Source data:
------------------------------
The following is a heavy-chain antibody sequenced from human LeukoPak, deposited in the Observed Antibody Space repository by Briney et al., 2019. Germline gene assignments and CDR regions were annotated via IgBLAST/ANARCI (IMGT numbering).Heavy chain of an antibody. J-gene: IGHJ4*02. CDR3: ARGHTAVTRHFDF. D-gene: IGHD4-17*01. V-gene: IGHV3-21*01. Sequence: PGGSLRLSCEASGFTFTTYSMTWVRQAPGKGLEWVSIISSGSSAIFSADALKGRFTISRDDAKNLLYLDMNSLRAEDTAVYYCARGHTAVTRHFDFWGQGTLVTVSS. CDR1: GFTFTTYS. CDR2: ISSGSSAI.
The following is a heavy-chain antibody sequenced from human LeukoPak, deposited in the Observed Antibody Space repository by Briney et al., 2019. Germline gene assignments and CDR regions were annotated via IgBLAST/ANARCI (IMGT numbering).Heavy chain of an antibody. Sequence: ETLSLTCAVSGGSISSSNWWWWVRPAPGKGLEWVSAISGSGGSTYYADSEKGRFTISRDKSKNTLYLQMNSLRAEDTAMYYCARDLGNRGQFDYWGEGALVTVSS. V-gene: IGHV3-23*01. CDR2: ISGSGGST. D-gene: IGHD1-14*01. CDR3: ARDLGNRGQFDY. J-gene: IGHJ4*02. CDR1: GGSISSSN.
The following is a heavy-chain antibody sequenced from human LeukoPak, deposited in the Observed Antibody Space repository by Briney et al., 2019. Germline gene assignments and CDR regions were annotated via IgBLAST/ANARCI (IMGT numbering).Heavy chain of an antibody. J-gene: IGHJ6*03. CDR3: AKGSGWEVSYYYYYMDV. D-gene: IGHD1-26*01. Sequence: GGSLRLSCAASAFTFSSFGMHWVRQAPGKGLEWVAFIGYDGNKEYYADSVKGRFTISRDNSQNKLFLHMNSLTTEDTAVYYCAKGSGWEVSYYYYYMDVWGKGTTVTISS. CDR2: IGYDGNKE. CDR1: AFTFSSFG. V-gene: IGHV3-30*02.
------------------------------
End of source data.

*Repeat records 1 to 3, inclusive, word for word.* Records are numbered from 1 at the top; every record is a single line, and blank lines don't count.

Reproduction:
The following is a heavy-chain antibody sequenced from human LeukoPak, deposited in the Observed Antibody Space repository by Briney et al., 2019. Germline gene assignments and CDR regions were annotated via IgBLAST/ANARCI (IMGT numbering).Heavy chain of an antibody. J-gene: IGHJ4*02. CDR3: ARGHTAVTRHFDF. D-gene: IGHD4-17*01. V-gene: IGHV3-21*01. Sequence: PGGSLRLSCEASGFTFTTYSMTWVRQAPGKGLEWVSIISSGSSAIFSADALKGRFTISRDDAKNLLYLDMNSLRAEDTAVYYCARGHTAVTRHFDFWGQGTLVTVSS. CDR1: GFTFTTYS. CDR2: ISSGSSAI.
The following is a heavy-chain antibody sequenced from human LeukoPak, deposited in the Observed Antibody Space repository by Briney et al., 2019. Germline gene assignments and CDR regions were annotated via IgBLAST/ANARCI (IMGT numbering).Heavy chain of an antibody. Sequence: ETLSLTCAVSGGSISSSNWWWWVRPAPGKGLEWVSAISGSGGSTYYADSEKGRFTISRDKSKNTLYLQMNSLRAEDTAMYYCARDLGNRGQFDYWGEGALVTVSS. V-gene: IGHV3-23*01. CDR2: ISGSGGST. D-gene: IGHD1-14*01. CDR3: ARDLGNRGQFDY. J-gene: IGHJ4*02. CDR1: GGSISSSN.
The following is a heavy-chain antibody sequenced from human LeukoPak, deposited in the Observed Antibody Space repository by Briney et al., 2019. Germline gene assignments and CDR regions were annotated via IgBLAST/ANARCI (IMGT numbering).Heavy chain of an antibody. J-gene: IGHJ6*03. CDR3: AKGSGWEVSYYYYYMDV. D-gene: IGHD1-26*01. Sequence: GGSLRLSCAASAFTFSSFGMHWVRQAPGKGLEWVAFIGYDGNKEYYADSVKGRFTISRDNSQNKLFLHMNSLTTEDTAVYYCAKGSGWEVSYYYYYMDVWGKGTTVTISS. CDR2: IGYDGNKE. CDR1: AFTFSSFG. V-gene: IGHV3-30*02.